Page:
[Skip to Content]
Access to paid content on this site is currently suspended due to excessive activity being detected from your IP address Please contact the publisher to request reinstatement.
[Skip to Content Landing]
December 1, 1989

A Plea for a National Cancer Registry

JAMA. 1989;262(21):2995. doi:10.1001/jama.1989.03430210033012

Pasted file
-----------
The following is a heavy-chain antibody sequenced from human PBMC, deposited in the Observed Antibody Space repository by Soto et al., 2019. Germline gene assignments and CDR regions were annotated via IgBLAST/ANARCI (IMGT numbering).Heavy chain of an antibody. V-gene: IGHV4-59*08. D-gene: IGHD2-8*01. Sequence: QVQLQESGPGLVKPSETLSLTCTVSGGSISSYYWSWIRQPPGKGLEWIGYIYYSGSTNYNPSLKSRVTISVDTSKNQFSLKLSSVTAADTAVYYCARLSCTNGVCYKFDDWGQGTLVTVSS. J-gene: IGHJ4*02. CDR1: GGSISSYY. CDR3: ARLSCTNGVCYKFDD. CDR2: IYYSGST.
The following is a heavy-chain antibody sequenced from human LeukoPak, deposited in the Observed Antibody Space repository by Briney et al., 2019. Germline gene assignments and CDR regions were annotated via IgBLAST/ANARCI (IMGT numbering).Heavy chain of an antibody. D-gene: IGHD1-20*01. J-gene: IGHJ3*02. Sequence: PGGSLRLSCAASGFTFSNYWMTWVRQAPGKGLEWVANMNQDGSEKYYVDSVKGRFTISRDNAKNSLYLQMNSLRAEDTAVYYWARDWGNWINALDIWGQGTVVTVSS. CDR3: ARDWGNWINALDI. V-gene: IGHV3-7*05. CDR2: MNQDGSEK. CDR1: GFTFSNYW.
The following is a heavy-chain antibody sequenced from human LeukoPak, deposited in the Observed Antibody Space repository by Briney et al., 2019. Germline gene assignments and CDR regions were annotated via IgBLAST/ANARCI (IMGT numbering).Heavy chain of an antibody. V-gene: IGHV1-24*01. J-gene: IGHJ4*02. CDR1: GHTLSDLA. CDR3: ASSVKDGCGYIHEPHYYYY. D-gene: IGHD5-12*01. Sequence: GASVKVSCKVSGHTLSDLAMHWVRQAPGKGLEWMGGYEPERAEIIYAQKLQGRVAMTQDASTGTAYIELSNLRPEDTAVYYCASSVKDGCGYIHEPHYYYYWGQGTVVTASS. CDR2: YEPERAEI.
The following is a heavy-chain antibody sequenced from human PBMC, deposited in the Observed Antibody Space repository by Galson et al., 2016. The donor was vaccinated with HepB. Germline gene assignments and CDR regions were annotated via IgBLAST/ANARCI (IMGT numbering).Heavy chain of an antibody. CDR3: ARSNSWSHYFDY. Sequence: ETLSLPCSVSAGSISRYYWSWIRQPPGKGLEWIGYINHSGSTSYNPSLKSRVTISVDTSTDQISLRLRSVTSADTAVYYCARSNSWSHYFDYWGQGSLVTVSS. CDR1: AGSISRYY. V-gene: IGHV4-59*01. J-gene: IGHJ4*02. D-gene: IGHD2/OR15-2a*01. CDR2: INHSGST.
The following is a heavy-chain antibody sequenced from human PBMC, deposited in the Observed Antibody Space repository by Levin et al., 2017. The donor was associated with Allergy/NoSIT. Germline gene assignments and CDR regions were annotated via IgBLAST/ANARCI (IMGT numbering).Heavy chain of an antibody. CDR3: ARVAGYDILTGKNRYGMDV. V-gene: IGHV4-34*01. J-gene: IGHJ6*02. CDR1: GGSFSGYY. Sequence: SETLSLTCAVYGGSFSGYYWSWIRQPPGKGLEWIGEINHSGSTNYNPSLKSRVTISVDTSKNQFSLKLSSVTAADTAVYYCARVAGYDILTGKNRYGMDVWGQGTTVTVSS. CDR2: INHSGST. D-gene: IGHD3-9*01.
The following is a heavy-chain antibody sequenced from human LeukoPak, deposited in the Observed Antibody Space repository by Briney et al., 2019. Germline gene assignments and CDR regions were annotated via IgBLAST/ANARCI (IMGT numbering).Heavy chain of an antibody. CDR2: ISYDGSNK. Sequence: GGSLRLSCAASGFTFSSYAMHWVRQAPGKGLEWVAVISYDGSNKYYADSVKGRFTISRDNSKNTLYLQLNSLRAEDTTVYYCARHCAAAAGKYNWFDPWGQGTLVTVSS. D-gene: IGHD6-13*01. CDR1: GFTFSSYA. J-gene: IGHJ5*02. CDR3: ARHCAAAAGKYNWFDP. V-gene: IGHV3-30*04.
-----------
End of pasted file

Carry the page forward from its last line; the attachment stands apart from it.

To the Editor. —  Hardly a day of a week goes by without a scary report by the media that some new process, chemical, or diet may increase the incidence of cancer. Diet, radon, radioactive waste, chemical dump sites, extra low frequency/nonionizing radiation from electric transmission lines, and ionizing radiation from nuclear power plants are a few of the alleged producers of cancer, and yet we do not know the true and possibly changing incidence of cancer in the United States.Facts and Figures, published by the American Cancer Society, provides the best estimates of national figures. This report relies on data collected by the National Cancer Institute's Surveillance, Epidemiology, and End Results (SEER) program. This consists of data from 11 population-based registries, only 1 of which is statewide, ie, Connecticut. The latter state has maintained an excellent tumor registry since 1935 with financial help from SEER. Readers of Facts